Last Sunday, I tried to work up the courage to go to church. I did some Googling of the churches sprinkled around the Georgia county where I currently live. There are dozens; I could take my pick. But when I think about meeting a new congregation, I freeze. Do I introduce myself as trans? As someone who just got out of prison? As a registered sex offender? Or do I make up some story that’s easier?
In September I was released, after 13 years in Georgia Department of Corrections custody, into a rural part of the state I’d never been to, where I have no family or close friends. As a believer, as well as a someone who’s been ordained and holds a doctorate in theology, church is one of the few places I might actually be able to find community and form meaningful relationships.
But church congregations in the South already trend to lean right. Then the media feeds in hateful rhetoric around “trannies” who are “groomers.” And now, instead of the usual fictitious argument about some elusive trans woman sex offender—well, here I am.
People conceive of sex offender registries (SOR) as exclusively full of child predators. They don’t necessarily know that these registries include people with a broad range of unrelated convictions, and a cross-section of vulnerable communities. I know I’m not a danger to children, and that I’d be at church to go to church, but I have a paralyzing fear of being in proximity to children and families. Any parent might decide I don’t belong, and because I’m on parole it feels like the slightest whisper could send me back to prison at any moment. Freedom is a tenuous thing when you’re no longer innocent until proven guilty.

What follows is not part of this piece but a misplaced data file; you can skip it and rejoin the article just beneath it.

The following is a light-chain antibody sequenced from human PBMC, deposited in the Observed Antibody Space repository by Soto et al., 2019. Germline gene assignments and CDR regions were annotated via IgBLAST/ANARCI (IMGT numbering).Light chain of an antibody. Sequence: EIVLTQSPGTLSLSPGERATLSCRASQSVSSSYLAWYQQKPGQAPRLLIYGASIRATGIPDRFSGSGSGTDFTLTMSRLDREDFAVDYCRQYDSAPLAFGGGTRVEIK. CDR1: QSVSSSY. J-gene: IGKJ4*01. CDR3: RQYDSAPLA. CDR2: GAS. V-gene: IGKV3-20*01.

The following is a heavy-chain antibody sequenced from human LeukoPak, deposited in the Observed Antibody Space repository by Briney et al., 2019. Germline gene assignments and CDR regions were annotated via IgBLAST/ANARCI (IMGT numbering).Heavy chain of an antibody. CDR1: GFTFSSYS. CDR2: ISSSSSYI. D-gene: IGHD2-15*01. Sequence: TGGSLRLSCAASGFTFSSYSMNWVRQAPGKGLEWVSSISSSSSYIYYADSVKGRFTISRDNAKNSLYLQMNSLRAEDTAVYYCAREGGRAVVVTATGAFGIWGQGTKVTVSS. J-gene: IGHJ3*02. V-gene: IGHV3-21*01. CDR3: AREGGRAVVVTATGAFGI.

Maybe it’s best to get ahead of the narrative, by going up in front of everyone and disclosing my past in testimony. But which parts are safe to disclose, and what if I guess wrong?